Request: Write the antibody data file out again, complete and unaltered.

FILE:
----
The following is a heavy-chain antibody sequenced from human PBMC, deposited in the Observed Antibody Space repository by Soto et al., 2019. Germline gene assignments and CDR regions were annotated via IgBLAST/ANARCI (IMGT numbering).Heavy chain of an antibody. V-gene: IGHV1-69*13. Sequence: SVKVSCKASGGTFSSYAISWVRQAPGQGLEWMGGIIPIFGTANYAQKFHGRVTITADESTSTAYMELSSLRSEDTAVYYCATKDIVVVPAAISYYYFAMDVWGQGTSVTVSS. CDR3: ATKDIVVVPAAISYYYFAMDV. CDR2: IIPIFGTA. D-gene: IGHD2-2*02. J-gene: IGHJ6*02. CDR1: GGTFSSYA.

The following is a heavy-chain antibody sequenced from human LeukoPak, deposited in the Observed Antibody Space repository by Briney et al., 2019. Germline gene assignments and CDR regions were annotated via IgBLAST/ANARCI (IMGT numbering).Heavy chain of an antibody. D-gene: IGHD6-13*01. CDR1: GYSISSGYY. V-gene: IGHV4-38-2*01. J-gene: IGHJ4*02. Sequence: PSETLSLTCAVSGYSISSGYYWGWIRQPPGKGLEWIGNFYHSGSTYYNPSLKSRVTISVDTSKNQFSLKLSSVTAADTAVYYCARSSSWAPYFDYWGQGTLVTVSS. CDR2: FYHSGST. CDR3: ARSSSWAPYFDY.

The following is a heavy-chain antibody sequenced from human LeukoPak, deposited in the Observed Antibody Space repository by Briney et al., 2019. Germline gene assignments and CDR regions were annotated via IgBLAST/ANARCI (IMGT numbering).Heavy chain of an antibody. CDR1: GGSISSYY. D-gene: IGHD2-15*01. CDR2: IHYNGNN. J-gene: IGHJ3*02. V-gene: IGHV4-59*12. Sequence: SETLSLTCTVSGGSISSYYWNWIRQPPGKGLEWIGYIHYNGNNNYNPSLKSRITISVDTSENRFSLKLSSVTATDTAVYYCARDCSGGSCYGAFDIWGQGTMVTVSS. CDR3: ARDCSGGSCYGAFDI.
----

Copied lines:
The following is a heavy-chain antibody sequenced from human PBMC, deposited in the Observed Antibody Space repository by Soto et al., 2019. Germline gene assignments and CDR regions were annotated via IgBLAST/ANARCI (IMGT numbering).Heavy chain of an antibody. V-gene: IGHV1-69*13. Sequence: SVKVSCKASGGTFSSYAISWVRQAPGQGLEWMGGIIPIFGTANYAQKFHGRVTITADESTSTAYMELSSLRSEDTAVYYCATKDIVVVPAAISYYYFAMDVWGQGTSVTVSS. CDR3: ATKDIVVVPAAISYYYFAMDV. CDR2: IIPIFGTA. D-gene: IGHD2-2*02. J-gene: IGHJ6*02. CDR1: GGTFSSYA.

The following is a heavy-chain antibody sequenced from human LeukoPak, deposited in the Observed Antibody Space repository by Briney et al., 2019. Germline gene assignments and CDR regions were annotated via IgBLAST/ANARCI (IMGT numbering).Heavy chain of an antibody. D-gene: IGHD6-13*01. CDR1: GYSISSGYY. V-gene: IGHV4-38-2*01. J-gene: IGHJ4*02. Sequence: PSETLSLTCAVSGYSISSGYYWGWIRQPPGKGLEWIGNFYHSGSTYYNPSLKSRVTISVDTSKNQFSLKLSSVTAADTAVYYCARSSSWAPYFDYWGQGTLVTVSS. CDR2: FYHSGST. CDR3: ARSSSWAPYFDY.

The following is a heavy-chain antibody sequenced from human LeukoPak, deposited in the Observed Antibody Space repository by Briney et al., 2019. Germline gene assignments and CDR regions were annotated via IgBLAST/ANARCI (IMGT numbering).Heavy chain of an antibody. CDR1: GGSISSYY. D-gene: IGHD2-15*01. CDR2: IHYNGNN. J-gene: IGHJ3*02. V-gene: IGHV4-59*12. Sequence: SETLSLTCTVSGGSISSYYWNWIRQPPGKGLEWIGYIHYNGNNNYNPSLKSRITISVDTSENRFSLKLSSVTATDTAVYYCARDCSGGSCYGAFDIWGQGTMVTVSS. CDR3: ARDCSGGSCYGAFDI.